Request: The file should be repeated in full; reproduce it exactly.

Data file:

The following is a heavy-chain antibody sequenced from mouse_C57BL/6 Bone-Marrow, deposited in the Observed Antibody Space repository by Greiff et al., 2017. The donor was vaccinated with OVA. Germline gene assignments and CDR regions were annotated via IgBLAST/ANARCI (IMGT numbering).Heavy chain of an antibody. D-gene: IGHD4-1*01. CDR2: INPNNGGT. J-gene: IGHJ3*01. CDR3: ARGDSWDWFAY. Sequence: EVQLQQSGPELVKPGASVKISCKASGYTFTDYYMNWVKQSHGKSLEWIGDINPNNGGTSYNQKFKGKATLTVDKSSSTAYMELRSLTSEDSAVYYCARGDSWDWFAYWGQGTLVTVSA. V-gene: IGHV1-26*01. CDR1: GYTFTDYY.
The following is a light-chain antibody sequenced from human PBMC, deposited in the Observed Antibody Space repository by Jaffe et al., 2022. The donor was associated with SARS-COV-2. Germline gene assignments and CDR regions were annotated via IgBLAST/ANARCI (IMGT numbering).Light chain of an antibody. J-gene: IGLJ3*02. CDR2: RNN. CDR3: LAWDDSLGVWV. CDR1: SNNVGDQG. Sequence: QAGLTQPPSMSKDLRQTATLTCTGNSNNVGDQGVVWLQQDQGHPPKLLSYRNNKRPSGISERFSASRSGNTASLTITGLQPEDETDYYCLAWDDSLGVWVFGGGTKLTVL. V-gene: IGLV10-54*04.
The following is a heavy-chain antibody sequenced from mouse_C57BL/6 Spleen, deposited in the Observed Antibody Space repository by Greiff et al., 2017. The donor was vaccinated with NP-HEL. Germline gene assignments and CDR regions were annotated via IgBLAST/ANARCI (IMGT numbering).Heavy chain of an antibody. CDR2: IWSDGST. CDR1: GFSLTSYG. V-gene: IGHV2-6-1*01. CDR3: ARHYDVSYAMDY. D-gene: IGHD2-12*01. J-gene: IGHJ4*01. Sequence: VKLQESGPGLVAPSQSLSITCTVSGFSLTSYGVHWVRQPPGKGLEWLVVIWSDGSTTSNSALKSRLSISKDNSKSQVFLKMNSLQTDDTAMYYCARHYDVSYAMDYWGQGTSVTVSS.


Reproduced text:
The following is a heavy-chain antibody sequenced from mouse_C57BL/6 Bone-Marrow, deposited in the Observed Antibody Space repository by Greiff et al., 2017. The donor was vaccinated with OVA. Germline gene assignments and CDR regions were annotated via IgBLAST/ANARCI (IMGT numbering).Heavy chain of an antibody. D-gene: IGHD4-1*01. CDR2: INPNNGGT. J-gene: IGHJ3*01. CDR3: ARGDSWDWFAY. Sequence: EVQLQQSGPELVKPGASVKISCKASGYTFTDYYMNWVKQSHGKSLEWIGDINPNNGGTSYNQKFKGKATLTVDKSSSTAYMELRSLTSEDSAVYYCARGDSWDWFAYWGQGTLVTVSA. V-gene: IGHV1-26*01. CDR1: GYTFTDYY.
The following is a light-chain antibody sequenced from human PBMC, deposited in the Observed Antibody Space repository by Jaffe et al., 2022. The donor was associated with SARS-COV-2. Germline gene assignments and CDR regions were annotated via IgBLAST/ANARCI (IMGT numbering).Light chain of an antibody. J-gene: IGLJ3*02. CDR2: RNN. CDR3: LAWDDSLGVWV. CDR1: SNNVGDQG. Sequence: QAGLTQPPSMSKDLRQTATLTCTGNSNNVGDQGVVWLQQDQGHPPKLLSYRNNKRPSGISERFSASRSGNTASLTITGLQPEDETDYYCLAWDDSLGVWVFGGGTKLTVL. V-gene: IGLV10-54*04.
The following is a heavy-chain antibody sequenced from mouse_C57BL/6 Spleen, deposited in the Observed Antibody Space repository by Greiff et al., 2017. The donor was vaccinated with NP-HEL. Germline gene assignments and CDR regions were annotated via IgBLAST/ANARCI (IMGT numbering).Heavy chain of an antibody. CDR2: IWSDGST. CDR1: GFSLTSYG. V-gene: IGHV2-6-1*01. CDR3: ARHYDVSYAMDY. D-gene: IGHD2-12*01. J-gene: IGHJ4*01. Sequence: VKLQESGPGLVAPSQSLSITCTVSGFSLTSYGVHWVRQPPGKGLEWLVVIWSDGSTTSNSALKSRLSISKDNSKSQVFLKMNSLQTDDTAMYYCARHYDVSYAMDYWGQGTSVTVSS.